Cash On Delivery
By Michael Cooney
Presented with special permission by Samuel French
Michael Cooney’s riotous farce has all the ingredients for rib-tickling hilarity and offers a colourful selection of character roles. Eric Swan (aided by his Uncle George and unbeknown to his wife, Linda) has pocketed thousands of pounds through fraudulent DSS claims. When Norman Bassett (the lodger) opens the door to Mr Jenkins, the DSS Inspector, deceptive mayhem follows Michael Cooney’s riotous farce has all the ingredients for rib-tickling hilarity and offers a colorful selection of character roles. The hero, Eric Swan, has been laid off and never found the courage to tell his wife. Instead, he has invented a whole string of fictitious claimants living as lodgers at his home, and each week he cashes their benefit checks. Unfortunately, a man from the DSS arrives on the very morning that Swan, realizing the scam is getting out of hand, has announced that one of his lodgers has died. A grief counsellor arrives, hotly pursued by a marriage-relations expert and an undertaker. As a result, Swan and his reluctant collaborator, Norman McDonald, have to invent a whole repertory company of fake identities and fictitious family relationships, and there are delirious passages when everyone on stage seems to be talking at cross-purposes.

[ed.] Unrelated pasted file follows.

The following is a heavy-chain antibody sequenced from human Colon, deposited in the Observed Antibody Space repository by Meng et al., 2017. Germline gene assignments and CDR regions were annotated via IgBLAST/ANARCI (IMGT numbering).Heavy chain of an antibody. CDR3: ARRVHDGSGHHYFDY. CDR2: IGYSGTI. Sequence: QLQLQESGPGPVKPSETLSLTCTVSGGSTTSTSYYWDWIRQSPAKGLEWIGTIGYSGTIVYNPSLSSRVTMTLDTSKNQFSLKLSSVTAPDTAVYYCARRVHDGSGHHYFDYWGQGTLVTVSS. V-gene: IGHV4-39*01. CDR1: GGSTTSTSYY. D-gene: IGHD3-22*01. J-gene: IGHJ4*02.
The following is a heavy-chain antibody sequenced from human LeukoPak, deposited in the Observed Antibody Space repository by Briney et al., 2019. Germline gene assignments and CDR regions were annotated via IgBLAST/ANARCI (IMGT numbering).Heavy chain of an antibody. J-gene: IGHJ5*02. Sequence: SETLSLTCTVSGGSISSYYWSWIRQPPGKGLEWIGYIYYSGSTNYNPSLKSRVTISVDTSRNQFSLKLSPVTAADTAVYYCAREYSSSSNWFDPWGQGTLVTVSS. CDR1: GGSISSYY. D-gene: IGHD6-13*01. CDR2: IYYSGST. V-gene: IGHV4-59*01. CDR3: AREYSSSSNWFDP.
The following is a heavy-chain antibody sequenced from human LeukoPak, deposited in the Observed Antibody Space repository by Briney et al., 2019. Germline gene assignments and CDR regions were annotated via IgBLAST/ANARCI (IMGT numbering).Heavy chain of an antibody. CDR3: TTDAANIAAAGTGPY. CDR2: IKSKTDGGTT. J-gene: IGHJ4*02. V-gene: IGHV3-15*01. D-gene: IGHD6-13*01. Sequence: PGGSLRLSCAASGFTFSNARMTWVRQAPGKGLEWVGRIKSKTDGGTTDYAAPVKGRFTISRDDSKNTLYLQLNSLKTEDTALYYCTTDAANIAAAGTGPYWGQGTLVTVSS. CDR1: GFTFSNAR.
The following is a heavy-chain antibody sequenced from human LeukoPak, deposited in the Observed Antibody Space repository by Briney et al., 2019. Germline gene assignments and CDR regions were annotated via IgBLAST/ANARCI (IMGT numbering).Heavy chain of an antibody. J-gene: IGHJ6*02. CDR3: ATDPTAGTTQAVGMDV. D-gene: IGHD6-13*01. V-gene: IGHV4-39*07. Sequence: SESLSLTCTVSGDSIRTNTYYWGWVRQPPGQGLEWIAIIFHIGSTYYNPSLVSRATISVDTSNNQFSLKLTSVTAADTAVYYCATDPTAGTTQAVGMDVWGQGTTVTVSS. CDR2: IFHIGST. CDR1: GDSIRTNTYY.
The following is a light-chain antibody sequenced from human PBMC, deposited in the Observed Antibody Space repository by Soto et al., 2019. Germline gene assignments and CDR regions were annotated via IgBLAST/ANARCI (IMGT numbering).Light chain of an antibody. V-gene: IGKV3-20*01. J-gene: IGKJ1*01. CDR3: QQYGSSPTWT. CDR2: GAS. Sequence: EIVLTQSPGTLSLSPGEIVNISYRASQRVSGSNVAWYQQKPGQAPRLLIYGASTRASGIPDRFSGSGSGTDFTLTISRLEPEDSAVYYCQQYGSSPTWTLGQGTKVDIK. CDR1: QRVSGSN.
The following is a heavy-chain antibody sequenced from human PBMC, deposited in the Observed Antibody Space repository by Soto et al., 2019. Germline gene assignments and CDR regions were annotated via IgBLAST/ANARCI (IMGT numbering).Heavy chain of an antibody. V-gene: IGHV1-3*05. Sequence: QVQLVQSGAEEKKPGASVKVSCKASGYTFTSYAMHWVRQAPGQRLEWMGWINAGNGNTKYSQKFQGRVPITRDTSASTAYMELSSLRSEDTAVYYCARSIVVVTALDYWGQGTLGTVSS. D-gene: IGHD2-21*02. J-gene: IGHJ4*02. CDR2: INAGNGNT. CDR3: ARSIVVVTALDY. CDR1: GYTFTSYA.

The panicky mayhem kicks in early and never lets up, and the ludicrous plot is developed with an insane logic that touches on the inspirational. And while the play’s subject matter is topical, the farce is as reassuringly familiar. Huge-chested old boots are groped in the mistaken impression that they are chaps in drag, dead bodies that aren’t really dead are subjected to terrible indignities and Michael Cooney seems touchingly convinced that he is the first writer ever to have considered the comic possibilities of the word “Uranus”.
“The piece is so ingeniously plotted, the permutations on old routines so virtuosic, that I found myself snorting like a demented whale…an instant classic of the genre.” – The Telegraph,
“…the audience never stops laughing throughout and that’s how you know a farce has force.” – Chicago Theater Beat